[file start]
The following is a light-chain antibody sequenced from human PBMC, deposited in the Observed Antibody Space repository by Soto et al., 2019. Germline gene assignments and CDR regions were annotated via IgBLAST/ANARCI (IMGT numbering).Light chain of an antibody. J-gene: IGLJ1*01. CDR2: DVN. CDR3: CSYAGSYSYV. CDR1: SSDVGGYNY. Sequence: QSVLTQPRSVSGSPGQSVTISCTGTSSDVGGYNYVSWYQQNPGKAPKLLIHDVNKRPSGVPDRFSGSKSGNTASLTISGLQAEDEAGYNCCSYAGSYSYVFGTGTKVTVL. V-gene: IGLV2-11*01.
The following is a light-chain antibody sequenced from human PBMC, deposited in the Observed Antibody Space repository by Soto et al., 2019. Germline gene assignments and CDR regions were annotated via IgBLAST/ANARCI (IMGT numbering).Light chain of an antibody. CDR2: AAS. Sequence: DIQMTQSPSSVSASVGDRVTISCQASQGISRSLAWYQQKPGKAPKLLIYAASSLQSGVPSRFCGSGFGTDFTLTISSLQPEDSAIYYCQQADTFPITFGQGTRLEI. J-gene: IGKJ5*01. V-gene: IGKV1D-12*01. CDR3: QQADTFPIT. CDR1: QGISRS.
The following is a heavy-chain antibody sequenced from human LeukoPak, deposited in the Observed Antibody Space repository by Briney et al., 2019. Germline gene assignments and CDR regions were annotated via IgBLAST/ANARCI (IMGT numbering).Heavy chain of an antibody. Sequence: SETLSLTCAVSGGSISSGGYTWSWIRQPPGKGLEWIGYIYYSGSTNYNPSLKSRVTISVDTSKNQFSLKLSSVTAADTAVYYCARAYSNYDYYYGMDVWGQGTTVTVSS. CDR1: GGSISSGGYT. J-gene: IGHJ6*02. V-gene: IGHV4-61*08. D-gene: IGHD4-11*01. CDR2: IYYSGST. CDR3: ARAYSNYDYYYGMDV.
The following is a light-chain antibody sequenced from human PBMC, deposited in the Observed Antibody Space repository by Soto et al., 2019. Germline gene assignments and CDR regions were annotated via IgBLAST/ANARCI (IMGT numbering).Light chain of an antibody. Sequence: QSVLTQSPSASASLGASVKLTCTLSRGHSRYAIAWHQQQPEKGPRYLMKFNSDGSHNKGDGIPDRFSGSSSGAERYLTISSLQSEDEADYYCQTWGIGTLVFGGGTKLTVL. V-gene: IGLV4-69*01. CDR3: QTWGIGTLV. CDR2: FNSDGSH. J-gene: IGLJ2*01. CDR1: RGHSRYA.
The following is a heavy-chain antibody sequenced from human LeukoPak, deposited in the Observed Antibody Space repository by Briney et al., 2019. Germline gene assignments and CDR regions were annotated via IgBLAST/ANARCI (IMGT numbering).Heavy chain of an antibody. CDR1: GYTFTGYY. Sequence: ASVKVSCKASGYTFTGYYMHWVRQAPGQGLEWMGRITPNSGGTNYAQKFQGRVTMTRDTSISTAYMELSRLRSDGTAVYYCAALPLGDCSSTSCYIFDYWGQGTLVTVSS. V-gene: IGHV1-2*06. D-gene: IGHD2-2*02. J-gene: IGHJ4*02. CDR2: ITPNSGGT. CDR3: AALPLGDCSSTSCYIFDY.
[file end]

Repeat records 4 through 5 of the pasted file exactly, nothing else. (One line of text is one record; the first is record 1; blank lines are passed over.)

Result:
The following is a light-chain antibody sequenced from human PBMC, deposited in the Observed Antibody Space repository by Soto et al., 2019. Germline gene assignments and CDR regions were annotated via IgBLAST/ANARCI (IMGT numbering).Light chain of an antibody. Sequence: QSVLTQSPSASASLGASVKLTCTLSRGHSRYAIAWHQQQPEKGPRYLMKFNSDGSHNKGDGIPDRFSGSSSGAERYLTISSLQSEDEADYYCQTWGIGTLVFGGGTKLTVL. V-gene: IGLV4-69*01. CDR3: QTWGIGTLV. CDR2: FNSDGSH. J-gene: IGLJ2*01. CDR1: RGHSRYA.
The following is a heavy-chain antibody sequenced from human LeukoPak, deposited in the Observed Antibody Space repository by Briney et al., 2019. Germline gene assignments and CDR regions were annotated via IgBLAST/ANARCI (IMGT numbering).Heavy chain of an antibody. CDR1: GYTFTGYY. Sequence: ASVKVSCKASGYTFTGYYMHWVRQAPGQGLEWMGRITPNSGGTNYAQKFQGRVTMTRDTSISTAYMELSRLRSDGTAVYYCAALPLGDCSSTSCYIFDYWGQGTLVTVSS. V-gene: IGHV1-2*06. D-gene: IGHD2-2*02. J-gene: IGHJ4*02. CDR2: ITPNSGGT. CDR3: AALPLGDCSSTSCYIFDY.